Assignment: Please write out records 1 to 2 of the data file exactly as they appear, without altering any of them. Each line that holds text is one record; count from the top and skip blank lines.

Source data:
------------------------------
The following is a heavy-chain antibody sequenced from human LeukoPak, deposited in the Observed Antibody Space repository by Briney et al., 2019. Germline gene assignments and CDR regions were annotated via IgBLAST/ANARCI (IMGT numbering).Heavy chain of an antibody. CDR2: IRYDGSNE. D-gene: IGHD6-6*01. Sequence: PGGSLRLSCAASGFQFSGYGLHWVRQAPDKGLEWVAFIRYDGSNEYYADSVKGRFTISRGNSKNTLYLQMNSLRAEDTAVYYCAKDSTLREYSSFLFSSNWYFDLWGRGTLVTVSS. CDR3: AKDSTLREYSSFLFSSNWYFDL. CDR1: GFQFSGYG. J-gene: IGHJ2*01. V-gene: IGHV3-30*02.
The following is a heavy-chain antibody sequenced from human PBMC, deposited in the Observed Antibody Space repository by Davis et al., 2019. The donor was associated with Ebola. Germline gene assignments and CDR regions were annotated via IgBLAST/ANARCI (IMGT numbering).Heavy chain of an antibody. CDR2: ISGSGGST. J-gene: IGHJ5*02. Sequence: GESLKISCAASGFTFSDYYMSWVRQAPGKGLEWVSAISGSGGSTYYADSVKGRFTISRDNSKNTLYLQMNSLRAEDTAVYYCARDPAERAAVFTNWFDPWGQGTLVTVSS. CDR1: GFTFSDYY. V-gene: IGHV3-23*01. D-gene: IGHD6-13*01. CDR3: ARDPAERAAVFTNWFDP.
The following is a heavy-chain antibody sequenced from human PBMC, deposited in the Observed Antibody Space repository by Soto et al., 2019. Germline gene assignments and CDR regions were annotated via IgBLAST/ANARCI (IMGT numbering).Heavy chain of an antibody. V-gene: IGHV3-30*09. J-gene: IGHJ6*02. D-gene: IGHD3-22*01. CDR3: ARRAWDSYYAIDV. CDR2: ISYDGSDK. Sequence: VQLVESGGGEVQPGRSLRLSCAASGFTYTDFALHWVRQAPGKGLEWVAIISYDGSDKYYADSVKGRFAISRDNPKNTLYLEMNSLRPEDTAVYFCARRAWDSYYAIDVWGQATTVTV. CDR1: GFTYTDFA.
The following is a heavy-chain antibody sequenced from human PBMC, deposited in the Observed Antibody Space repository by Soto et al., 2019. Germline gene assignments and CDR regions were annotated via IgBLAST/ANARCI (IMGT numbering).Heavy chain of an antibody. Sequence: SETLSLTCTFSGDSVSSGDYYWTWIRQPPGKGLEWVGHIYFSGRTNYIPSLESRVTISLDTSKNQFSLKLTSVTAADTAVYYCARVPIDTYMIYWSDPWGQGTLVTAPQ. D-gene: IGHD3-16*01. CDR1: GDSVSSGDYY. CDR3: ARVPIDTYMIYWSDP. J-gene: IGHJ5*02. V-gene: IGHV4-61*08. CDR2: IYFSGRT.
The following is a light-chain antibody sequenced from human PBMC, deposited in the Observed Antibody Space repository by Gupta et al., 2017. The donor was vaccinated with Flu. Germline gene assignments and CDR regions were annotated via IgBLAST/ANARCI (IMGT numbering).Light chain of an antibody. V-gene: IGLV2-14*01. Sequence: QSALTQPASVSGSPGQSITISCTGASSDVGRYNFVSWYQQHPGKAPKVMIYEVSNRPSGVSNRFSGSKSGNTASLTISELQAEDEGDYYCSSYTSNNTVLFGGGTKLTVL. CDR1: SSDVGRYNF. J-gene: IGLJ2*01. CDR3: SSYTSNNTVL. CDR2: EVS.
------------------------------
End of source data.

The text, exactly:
The following is a heavy-chain antibody sequenced from human LeukoPak, deposited in the Observed Antibody Space repository by Briney et al., 2019. Germline gene assignments and CDR regions were annotated via IgBLAST/ANARCI (IMGT numbering).Heavy chain of an antibody. CDR2: IRYDGSNE. D-gene: IGHD6-6*01. Sequence: PGGSLRLSCAASGFQFSGYGLHWVRQAPDKGLEWVAFIRYDGSNEYYADSVKGRFTISRGNSKNTLYLQMNSLRAEDTAVYYCAKDSTLREYSSFLFSSNWYFDLWGRGTLVTVSS. CDR3: AKDSTLREYSSFLFSSNWYFDL. CDR1: GFQFSGYG. J-gene: IGHJ2*01. V-gene: IGHV3-30*02.
The following is a heavy-chain antibody sequenced from human PBMC, deposited in the Observed Antibody Space repository by Davis et al., 2019. The donor was associated with Ebola. Germline gene assignments and CDR regions were annotated via IgBLAST/ANARCI (IMGT numbering).Heavy chain of an antibody. CDR2: ISGSGGST. J-gene: IGHJ5*02. Sequence: GESLKISCAASGFTFSDYYMSWVRQAPGKGLEWVSAISGSGGSTYYADSVKGRFTISRDNSKNTLYLQMNSLRAEDTAVYYCARDPAERAAVFTNWFDPWGQGTLVTVSS. CDR1: GFTFSDYY. V-gene: IGHV3-23*01. D-gene: IGHD6-13*01. CDR3: ARDPAERAAVFTNWFDP.